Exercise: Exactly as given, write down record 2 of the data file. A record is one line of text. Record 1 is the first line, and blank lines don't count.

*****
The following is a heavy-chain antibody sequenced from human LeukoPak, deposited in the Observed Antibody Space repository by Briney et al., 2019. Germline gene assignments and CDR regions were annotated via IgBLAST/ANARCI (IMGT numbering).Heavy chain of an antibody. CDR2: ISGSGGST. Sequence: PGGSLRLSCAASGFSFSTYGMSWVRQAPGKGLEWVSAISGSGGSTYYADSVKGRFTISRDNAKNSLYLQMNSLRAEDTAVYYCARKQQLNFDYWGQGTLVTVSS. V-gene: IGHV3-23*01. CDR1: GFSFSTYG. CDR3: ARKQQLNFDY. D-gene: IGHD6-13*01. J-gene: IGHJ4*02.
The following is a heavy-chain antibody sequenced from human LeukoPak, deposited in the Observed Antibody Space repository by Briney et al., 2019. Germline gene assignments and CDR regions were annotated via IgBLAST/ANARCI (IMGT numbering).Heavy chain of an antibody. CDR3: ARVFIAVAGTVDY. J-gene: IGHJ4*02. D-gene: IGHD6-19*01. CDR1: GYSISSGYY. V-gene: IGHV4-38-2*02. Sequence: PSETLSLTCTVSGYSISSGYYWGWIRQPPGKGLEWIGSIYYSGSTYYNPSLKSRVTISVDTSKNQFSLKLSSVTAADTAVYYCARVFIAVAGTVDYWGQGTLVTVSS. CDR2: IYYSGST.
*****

The following is a heavy-chain antibody sequenced from human LeukoPak, deposited in the Observed Antibody Space repository by Briney et al., 2019. Germline gene assignments and CDR regions were annotated via IgBLAST/ANARCI (IMGT numbering).Heavy chain of an antibody. CDR3: ARVFIAVAGTVDY. J-gene: IGHJ4*02. D-gene: IGHD6-19*01. CDR1: GYSISSGYY. V-gene: IGHV4-38-2*02. Sequence: PSETLSLTCTVSGYSISSGYYWGWIRQPPGKGLEWIGSIYYSGSTYYNPSLKSRVTISVDTSKNQFSLKLSSVTAADTAVYYCARVFIAVAGTVDYWGQGTLVTVSS. CDR2: IYYSGST.